As the world grapples with the existential crisis of climate change, discussions around sustainable development have become the global chorus of our times. However, within these discourses, a critical reality is often glossed over: the disproportionate responsibility of global emissions.
Illustration by Team Geostrata
A keen examination reveals that the nations of the Global South, like India, often portrayed as burgeoning emitters, are not the principal contributors to the crisis we face. In fact, developed nations, housing a mere 16% of the world’s populace, have been responsible for a staggering 77% of all emissions since 1850, with this inequality even starker in per capita terms. Specifically, India has per capita emissions significantly lower than the global average. India’s carbon dioxide emissions per capita are a third of the global average of 4.8 metric tonnes.
This contrast underscores the need for a more equitable approach to addressing climate change, one that acknowledges the historical carbon space occupied by developed nations and the needs of developing economies such as India and others in the Global South.
Green development seeks to balance developmental needs and climate ambitions, especially in the Global South. The green transition presents a compelling opportunity. Our endeavour has been to build a strong political and economic case for sustainable and green transformations at all levels.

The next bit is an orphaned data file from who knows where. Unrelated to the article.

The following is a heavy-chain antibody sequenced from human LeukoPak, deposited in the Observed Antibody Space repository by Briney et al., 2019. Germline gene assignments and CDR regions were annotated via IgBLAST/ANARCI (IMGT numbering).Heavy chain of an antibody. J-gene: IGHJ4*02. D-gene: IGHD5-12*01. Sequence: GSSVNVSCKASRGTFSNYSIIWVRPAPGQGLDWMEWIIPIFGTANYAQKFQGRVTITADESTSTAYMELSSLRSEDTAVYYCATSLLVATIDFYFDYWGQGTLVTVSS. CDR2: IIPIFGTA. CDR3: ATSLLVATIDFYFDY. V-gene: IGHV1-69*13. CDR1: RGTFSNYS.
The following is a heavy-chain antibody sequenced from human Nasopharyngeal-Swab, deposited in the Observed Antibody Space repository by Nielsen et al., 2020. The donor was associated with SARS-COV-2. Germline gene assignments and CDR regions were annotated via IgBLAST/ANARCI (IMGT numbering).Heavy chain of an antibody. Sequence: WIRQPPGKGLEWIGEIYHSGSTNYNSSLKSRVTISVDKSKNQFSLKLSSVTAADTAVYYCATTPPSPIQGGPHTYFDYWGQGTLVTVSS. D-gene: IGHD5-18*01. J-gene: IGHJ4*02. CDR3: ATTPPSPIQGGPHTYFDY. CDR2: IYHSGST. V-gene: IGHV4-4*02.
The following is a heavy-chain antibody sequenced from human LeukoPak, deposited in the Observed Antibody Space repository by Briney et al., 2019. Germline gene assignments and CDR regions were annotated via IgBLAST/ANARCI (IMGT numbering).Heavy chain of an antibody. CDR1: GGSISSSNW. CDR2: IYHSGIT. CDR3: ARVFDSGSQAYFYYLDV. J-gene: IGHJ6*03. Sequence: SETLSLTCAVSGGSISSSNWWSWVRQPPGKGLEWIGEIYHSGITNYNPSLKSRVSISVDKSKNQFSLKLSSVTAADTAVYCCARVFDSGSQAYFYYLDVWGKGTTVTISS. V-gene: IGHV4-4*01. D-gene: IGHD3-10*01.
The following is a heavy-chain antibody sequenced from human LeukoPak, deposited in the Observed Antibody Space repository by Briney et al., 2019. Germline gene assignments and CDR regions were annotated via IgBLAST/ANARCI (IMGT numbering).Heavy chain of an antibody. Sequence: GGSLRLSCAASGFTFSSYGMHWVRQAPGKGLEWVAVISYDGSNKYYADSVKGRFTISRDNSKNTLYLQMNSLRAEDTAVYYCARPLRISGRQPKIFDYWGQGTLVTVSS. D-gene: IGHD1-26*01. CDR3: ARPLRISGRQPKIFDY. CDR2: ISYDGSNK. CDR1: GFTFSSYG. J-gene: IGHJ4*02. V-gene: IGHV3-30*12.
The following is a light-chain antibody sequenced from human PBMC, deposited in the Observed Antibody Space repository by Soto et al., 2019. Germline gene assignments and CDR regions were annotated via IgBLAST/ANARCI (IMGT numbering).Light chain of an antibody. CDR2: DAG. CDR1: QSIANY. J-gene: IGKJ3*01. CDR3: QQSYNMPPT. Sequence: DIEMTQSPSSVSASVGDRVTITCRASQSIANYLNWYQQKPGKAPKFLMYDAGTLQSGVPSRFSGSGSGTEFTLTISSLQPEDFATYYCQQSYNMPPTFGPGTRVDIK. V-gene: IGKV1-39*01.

Investments in human capital, natural capital and technology are crucial for this green transition, especially in the Global South. The potential for economic growth and job creation from these investments is immense.
As the only G20 country in the top 10 ranks of the Climate Change Performance Index (CCPI), India is uniquely positioned to lead the way in implementing and advancing the new paradigm of green development. India’s commitment to renewable energy is evident as it ranks as the third largest renewables market globally, and among the cheapest.
India’s commitment to green development is not only demonstrated through its ambitious renewable energy targets and environmental initiatives but also through its leadership within the International Solar Alliance (ISA).